X-rays reveal the photonic crystals in butterfly wings that create color
Scientists used X-rays to discover what creates one butterfly effect: how the microscopic structures on the insect's wings reflect light to appear as brilliant colors to the eye.
US Department of Energy

Contact: Richard Fenner
fenner@aps.anl.gov
630-252-5280
DOE/Argonne National Laboratory

Public Release: 6-Jun-2016
Nature Chemical Biology
Copper is key in burning fat
A new study led by a Berkeley Lab scientist and UC Berkeley professor establishes for the first time copper's role in fat metabolism, further burnishing the metal's reputation as an essential nutrient for human physiology.
National Institutes of Health

Contact: Sarah Yang
scyang@lbl.gov
510-486-4575
DOE/Lawrence Berkeley National Laboratory

Public Release: 1-Jun-2016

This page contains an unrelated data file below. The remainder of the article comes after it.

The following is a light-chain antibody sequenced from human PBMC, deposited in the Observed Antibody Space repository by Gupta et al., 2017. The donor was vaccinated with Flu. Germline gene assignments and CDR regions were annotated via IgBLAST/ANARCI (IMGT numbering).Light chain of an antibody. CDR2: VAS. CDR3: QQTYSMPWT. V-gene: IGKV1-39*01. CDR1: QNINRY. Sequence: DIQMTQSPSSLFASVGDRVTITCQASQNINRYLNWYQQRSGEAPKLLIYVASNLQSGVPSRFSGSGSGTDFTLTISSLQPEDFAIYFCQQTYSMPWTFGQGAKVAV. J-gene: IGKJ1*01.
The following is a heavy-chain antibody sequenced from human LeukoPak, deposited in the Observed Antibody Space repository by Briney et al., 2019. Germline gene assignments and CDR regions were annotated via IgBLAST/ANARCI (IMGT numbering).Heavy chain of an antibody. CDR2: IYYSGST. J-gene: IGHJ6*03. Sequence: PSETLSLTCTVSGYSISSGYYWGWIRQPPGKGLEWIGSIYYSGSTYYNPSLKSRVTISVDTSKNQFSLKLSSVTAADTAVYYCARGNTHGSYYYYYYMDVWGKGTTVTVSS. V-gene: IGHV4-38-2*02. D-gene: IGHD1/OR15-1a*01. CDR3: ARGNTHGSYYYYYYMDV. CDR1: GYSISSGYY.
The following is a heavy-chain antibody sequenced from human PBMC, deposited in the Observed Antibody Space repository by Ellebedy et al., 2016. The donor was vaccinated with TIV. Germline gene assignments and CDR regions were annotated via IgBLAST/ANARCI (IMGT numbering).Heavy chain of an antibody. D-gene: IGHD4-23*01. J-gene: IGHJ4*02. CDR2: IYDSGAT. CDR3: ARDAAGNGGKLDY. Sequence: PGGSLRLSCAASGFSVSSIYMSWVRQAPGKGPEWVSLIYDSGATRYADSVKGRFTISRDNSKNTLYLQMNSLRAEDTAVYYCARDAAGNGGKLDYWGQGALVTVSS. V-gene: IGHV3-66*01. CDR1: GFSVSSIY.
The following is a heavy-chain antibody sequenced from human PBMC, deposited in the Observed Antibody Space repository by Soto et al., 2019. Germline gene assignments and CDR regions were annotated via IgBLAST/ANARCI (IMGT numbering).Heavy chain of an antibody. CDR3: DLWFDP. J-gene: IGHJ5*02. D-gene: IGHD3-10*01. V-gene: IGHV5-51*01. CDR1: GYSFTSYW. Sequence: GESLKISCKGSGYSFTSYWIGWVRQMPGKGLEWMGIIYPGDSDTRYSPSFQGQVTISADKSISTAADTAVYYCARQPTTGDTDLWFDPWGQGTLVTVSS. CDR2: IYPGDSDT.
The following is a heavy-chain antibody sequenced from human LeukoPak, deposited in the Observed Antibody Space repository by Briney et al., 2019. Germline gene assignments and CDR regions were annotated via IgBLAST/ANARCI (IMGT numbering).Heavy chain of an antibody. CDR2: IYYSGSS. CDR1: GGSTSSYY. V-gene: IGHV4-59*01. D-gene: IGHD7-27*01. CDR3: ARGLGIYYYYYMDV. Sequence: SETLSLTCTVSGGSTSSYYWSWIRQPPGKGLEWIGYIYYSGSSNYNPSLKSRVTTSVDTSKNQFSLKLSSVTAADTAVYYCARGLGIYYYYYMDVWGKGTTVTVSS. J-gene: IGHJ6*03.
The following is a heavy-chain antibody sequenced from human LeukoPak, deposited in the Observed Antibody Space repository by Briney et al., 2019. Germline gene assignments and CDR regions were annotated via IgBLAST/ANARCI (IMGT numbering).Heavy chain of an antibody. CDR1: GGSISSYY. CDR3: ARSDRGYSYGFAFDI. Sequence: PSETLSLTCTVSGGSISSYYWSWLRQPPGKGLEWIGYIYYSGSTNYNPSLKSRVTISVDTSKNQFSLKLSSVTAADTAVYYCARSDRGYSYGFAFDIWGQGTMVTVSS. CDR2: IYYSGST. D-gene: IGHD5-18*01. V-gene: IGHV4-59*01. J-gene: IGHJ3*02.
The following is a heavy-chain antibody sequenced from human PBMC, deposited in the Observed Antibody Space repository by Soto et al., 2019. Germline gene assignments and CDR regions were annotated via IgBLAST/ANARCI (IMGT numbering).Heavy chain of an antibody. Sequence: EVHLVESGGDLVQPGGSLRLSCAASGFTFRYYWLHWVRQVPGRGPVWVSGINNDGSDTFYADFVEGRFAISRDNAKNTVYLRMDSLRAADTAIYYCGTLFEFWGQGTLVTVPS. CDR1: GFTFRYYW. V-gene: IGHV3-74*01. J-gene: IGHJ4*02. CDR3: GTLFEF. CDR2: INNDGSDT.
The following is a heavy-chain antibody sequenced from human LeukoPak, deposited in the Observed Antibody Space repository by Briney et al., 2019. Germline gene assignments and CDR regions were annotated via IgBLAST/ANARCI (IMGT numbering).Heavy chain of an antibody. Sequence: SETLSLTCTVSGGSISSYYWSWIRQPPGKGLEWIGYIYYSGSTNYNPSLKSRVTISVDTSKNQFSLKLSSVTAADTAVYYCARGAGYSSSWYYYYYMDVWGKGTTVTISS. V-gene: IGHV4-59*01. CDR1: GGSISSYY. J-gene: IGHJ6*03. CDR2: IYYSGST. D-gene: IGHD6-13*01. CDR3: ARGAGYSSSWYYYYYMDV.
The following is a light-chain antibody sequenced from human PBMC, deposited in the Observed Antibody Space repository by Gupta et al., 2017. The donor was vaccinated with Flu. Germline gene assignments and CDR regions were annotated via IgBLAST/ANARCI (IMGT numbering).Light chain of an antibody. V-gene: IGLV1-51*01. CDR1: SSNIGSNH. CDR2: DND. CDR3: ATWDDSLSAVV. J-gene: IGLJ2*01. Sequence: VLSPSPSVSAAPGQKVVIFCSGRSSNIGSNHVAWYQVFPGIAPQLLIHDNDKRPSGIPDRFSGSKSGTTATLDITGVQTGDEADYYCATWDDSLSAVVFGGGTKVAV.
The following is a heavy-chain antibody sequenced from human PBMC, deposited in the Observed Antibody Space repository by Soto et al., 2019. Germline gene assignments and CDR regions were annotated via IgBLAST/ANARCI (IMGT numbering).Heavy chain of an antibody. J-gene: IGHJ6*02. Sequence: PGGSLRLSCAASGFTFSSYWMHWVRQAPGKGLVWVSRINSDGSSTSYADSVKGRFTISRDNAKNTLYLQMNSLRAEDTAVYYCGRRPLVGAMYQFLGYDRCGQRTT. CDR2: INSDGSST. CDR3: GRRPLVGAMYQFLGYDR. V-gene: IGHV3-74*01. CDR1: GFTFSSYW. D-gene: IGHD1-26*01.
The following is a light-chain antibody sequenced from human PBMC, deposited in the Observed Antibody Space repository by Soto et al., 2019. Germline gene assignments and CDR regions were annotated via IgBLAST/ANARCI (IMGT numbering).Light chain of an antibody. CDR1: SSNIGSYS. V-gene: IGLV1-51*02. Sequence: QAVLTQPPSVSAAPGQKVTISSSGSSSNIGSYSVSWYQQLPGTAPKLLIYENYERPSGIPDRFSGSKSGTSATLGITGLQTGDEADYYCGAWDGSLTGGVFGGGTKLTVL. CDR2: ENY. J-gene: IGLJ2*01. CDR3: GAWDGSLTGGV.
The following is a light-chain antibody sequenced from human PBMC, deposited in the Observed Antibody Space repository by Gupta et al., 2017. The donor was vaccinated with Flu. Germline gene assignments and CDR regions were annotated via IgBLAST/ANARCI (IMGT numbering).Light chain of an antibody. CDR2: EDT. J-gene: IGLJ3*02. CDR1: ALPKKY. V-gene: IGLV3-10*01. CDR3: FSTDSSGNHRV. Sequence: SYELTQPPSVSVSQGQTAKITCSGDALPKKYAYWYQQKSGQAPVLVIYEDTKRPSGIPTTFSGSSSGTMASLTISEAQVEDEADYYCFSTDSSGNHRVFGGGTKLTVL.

Bone
Team identifies gene involved with fracture healing
New identification of a gene involved in the fracture healing process could lead to the development of new therapeutic treatments for difficult-to-heal injuries.

Contact: Anne Stark
stark8@llnl.gov
925-422-9799
DOE/Lawrence Livermore National Laboratory

Public Release: 31-May-2016
Proceedings of the National Academy of Sciences
RNA simulations boost understanding of retroviral diseases
New molecular dynamics research into how RNA folds into hairpin-shaped structures called tetraloops could provide important insights into new treatments for retroviral diseases.

Contact: Nancy Ambrosiano
nwa@lanl.gov
505-667-0471
DOE/Los Alamos National Laboratory

Public Release: 31-May-2016
Better combustion for power generation